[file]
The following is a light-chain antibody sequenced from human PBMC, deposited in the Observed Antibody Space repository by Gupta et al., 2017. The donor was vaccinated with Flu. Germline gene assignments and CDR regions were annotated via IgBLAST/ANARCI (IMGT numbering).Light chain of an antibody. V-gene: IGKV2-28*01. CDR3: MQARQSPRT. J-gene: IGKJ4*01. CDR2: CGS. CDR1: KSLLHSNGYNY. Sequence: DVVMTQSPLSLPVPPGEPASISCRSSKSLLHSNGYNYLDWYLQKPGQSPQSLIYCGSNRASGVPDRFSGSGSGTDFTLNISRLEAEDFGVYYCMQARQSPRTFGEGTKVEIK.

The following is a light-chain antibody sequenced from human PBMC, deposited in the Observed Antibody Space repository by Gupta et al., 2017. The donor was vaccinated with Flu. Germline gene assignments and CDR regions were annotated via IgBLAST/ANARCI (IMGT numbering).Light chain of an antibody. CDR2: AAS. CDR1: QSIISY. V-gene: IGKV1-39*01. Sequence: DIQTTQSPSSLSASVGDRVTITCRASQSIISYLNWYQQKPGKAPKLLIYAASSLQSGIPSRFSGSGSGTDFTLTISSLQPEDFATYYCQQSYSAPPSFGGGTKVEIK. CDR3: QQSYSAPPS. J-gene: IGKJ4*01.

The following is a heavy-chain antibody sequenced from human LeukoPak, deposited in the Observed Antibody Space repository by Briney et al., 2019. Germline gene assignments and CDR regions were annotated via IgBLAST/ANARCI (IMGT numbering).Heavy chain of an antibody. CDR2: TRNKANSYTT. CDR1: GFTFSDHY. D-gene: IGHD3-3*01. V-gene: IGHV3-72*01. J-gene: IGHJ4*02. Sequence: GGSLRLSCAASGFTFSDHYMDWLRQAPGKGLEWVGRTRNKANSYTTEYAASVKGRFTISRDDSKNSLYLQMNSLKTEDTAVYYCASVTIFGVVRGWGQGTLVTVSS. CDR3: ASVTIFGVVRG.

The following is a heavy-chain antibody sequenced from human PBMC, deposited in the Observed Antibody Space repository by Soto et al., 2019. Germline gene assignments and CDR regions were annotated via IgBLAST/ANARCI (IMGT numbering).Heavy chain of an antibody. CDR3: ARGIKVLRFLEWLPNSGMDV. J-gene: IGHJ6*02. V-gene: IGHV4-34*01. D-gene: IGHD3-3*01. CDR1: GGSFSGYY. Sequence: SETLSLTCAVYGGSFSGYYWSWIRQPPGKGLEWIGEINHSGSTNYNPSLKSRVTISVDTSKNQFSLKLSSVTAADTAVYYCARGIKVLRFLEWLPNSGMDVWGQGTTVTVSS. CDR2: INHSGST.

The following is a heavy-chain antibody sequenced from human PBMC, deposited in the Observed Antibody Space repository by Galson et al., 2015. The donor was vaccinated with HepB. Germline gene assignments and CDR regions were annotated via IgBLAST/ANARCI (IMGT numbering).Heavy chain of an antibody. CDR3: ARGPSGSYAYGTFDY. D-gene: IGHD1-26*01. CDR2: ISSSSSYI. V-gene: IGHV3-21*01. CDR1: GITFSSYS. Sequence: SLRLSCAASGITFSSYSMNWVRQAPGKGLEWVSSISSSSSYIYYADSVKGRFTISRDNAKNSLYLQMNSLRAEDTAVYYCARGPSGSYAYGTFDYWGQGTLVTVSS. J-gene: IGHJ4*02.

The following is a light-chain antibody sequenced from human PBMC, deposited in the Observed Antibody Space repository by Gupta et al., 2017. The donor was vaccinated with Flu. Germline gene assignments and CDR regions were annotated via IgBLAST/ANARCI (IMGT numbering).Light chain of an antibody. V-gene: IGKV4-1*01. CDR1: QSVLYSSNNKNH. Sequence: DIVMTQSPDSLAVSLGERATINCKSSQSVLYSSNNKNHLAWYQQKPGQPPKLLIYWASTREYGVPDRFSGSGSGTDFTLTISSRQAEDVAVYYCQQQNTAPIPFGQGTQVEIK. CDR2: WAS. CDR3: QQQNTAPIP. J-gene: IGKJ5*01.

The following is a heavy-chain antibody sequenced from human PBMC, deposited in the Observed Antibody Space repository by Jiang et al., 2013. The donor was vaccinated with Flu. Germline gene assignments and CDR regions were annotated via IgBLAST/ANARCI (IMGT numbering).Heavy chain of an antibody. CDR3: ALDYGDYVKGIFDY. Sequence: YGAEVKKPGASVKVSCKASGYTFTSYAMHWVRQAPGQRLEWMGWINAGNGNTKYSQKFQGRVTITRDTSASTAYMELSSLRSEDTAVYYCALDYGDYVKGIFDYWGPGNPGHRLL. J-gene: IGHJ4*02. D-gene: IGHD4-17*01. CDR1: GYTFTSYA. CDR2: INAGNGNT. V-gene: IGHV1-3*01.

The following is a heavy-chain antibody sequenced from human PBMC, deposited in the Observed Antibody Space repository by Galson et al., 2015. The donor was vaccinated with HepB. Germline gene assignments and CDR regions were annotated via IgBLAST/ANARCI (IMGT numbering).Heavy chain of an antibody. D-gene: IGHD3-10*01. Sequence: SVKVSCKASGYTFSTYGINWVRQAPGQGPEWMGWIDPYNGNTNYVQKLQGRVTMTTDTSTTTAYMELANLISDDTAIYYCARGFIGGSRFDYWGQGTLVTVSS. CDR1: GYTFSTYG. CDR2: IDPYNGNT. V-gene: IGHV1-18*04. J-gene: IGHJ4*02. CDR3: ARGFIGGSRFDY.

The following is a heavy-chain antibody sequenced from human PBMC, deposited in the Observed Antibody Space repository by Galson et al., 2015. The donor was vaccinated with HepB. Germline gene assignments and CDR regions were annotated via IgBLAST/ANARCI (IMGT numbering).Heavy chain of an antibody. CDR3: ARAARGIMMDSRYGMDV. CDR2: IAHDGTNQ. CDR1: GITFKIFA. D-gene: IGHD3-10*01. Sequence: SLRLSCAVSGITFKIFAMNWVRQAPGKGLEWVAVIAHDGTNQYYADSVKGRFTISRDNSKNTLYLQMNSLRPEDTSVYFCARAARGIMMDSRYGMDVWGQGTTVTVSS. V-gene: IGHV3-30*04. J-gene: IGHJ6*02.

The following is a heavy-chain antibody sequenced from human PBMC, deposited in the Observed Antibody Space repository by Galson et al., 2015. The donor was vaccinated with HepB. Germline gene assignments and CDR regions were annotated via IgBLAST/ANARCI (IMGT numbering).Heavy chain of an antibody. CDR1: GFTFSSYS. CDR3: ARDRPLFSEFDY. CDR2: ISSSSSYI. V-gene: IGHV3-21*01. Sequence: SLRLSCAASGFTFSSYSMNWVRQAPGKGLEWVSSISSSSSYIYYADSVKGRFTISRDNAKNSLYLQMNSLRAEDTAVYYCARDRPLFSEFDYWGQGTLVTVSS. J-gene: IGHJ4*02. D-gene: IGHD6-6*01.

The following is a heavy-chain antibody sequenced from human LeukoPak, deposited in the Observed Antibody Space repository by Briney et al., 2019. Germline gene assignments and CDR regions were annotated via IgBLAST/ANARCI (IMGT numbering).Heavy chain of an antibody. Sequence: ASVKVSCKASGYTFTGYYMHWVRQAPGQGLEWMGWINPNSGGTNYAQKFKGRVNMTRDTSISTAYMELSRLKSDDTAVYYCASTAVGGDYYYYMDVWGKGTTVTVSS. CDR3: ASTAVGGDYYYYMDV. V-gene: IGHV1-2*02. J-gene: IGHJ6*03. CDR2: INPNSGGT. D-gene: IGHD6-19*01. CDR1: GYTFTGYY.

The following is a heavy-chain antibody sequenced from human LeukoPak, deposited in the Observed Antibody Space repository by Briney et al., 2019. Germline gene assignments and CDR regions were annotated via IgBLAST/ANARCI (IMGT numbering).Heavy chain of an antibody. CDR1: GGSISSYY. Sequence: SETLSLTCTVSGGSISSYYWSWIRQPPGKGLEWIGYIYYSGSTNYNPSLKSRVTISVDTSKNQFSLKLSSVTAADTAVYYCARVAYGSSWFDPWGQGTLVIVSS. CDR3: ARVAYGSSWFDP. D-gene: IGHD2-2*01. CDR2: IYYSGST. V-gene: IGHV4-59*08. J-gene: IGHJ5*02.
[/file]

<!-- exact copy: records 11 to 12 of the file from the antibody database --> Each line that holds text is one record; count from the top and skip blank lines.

The following is a heavy-chain antibody sequenced from human LeukoPak, deposited in the Observed Antibody Space repository by Briney et al., 2019. Germline gene assignments and CDR regions were annotated via IgBLAST/ANARCI (IMGT numbering).Heavy chain of an antibody. Sequence: ASVKVSCKASGYTFTGYYMHWVRQAPGQGLEWMGWINPNSGGTNYAQKFKGRVNMTRDTSISTAYMELSRLKSDDTAVYYCASTAVGGDYYYYMDVWGKGTTVTVSS. CDR3: ASTAVGGDYYYYMDV. V-gene: IGHV1-2*02. J-gene: IGHJ6*03. CDR2: INPNSGGT. D-gene: IGHD6-19*01. CDR1: GYTFTGYY.

The following is a heavy-chain antibody sequenced from human LeukoPak, deposited in the Observed Antibody Space repository by Briney et al., 2019. Germline gene assignments and CDR regions were annotated via IgBLAST/ANARCI (IMGT numbering).Heavy chain of an antibody. CDR1: GGSISSYY. Sequence: SETLSLTCTVSGGSISSYYWSWIRQPPGKGLEWIGYIYYSGSTNYNPSLKSRVTISVDTSKNQFSLKLSSVTAADTAVYYCARVAYGSSWFDPWGQGTLVIVSS. CDR3: ARVAYGSSWFDP. D-gene: IGHD2-2*01. CDR2: IYYSGST. V-gene: IGHV4-59*08. J-gene: IGHJ5*02.